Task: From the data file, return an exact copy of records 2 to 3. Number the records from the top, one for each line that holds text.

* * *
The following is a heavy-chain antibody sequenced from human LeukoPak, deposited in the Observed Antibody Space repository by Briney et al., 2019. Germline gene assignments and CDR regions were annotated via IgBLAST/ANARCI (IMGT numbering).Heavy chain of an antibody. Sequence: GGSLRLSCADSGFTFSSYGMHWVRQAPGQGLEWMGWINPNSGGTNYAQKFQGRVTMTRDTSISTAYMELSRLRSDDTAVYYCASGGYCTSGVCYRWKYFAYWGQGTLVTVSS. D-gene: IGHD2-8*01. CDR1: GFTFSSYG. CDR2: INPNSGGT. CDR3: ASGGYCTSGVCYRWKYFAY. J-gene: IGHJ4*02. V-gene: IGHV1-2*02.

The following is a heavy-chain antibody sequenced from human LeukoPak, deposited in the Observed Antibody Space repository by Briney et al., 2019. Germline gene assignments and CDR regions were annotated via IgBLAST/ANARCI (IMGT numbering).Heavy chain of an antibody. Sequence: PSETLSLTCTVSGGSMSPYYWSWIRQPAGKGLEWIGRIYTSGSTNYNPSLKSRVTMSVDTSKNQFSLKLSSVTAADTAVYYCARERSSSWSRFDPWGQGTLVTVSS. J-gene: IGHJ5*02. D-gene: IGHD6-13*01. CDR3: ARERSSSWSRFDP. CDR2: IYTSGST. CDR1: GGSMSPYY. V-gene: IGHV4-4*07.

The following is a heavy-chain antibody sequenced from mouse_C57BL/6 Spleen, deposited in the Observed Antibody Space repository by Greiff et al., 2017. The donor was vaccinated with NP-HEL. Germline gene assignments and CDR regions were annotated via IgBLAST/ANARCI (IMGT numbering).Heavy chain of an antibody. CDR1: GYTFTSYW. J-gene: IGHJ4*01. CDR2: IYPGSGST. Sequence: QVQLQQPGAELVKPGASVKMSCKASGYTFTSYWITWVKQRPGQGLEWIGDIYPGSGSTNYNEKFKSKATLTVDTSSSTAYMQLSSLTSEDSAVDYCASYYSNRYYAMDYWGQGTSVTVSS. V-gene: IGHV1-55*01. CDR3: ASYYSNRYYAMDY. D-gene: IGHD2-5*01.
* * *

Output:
The following is a heavy-chain antibody sequenced from human LeukoPak, deposited in the Observed Antibody Space repository by Briney et al., 2019. Germline gene assignments and CDR regions were annotated via IgBLAST/ANARCI (IMGT numbering).Heavy chain of an antibody. Sequence: PSETLSLTCTVSGGSMSPYYWSWIRQPAGKGLEWIGRIYTSGSTNYNPSLKSRVTMSVDTSKNQFSLKLSSVTAADTAVYYCARERSSSWSRFDPWGQGTLVTVSS. J-gene: IGHJ5*02. D-gene: IGHD6-13*01. CDR3: ARERSSSWSRFDP. CDR2: IYTSGST. CDR1: GGSMSPYY. V-gene: IGHV4-4*07.

The following is a heavy-chain antibody sequenced from mouse_C57BL/6 Spleen, deposited in the Observed Antibody Space repository by Greiff et al., 2017. The donor was vaccinated with NP-HEL. Germline gene assignments and CDR regions were annotated via IgBLAST/ANARCI (IMGT numbering).Heavy chain of an antibody. CDR1: GYTFTSYW. J-gene: IGHJ4*01. CDR2: IYPGSGST. Sequence: QVQLQQPGAELVKPGASVKMSCKASGYTFTSYWITWVKQRPGQGLEWIGDIYPGSGSTNYNEKFKSKATLTVDTSSSTAYMQLSSLTSEDSAVDYCASYYSNRYYAMDYWGQGTSVTVSS. V-gene: IGHV1-55*01. CDR3: ASYYSNRYYAMDY. D-gene: IGHD2-5*01.